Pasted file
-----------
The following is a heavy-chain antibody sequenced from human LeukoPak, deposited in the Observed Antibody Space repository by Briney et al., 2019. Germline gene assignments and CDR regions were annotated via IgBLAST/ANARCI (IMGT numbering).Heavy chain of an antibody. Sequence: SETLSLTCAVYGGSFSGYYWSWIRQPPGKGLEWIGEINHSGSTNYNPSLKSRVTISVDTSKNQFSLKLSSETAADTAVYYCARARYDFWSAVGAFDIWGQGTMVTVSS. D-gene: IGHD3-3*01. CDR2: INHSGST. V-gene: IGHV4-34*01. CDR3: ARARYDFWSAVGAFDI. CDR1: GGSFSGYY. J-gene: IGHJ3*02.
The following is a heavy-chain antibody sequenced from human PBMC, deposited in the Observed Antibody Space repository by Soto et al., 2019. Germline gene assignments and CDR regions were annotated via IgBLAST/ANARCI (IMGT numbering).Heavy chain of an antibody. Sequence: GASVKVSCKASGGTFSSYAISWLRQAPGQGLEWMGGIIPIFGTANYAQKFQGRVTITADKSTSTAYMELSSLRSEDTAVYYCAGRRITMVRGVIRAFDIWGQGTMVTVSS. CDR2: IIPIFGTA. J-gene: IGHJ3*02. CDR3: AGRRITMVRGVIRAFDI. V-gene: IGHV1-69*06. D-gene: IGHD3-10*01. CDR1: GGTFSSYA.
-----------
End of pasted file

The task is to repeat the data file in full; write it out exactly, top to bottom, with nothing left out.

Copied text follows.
The following is a heavy-chain antibody sequenced from human LeukoPak, deposited in the Observed Antibody Space repository by Briney et al., 2019. Germline gene assignments and CDR regions were annotated via IgBLAST/ANARCI (IMGT numbering).Heavy chain of an antibody. Sequence: SETLSLTCAVYGGSFSGYYWSWIRQPPGKGLEWIGEINHSGSTNYNPSLKSRVTISVDTSKNQFSLKLSSETAADTAVYYCARARYDFWSAVGAFDIWGQGTMVTVSS. D-gene: IGHD3-3*01. CDR2: INHSGST. V-gene: IGHV4-34*01. CDR3: ARARYDFWSAVGAFDI. CDR1: GGSFSGYY. J-gene: IGHJ3*02.
The following is a heavy-chain antibody sequenced from human PBMC, deposited in the Observed Antibody Space repository by Soto et al., 2019. Germline gene assignments and CDR regions were annotated via IgBLAST/ANARCI (IMGT numbering).Heavy chain of an antibody. Sequence: GASVKVSCKASGGTFSSYAISWLRQAPGQGLEWMGGIIPIFGTANYAQKFQGRVTITADKSTSTAYMELSSLRSEDTAVYYCAGRRITMVRGVIRAFDIWGQGTMVTVSS. CDR2: IIPIFGTA. J-gene: IGHJ3*02. CDR3: AGRRITMVRGVIRAFDI. V-gene: IGHV1-69*06. D-gene: IGHD3-10*01. CDR1: GGTFSSYA.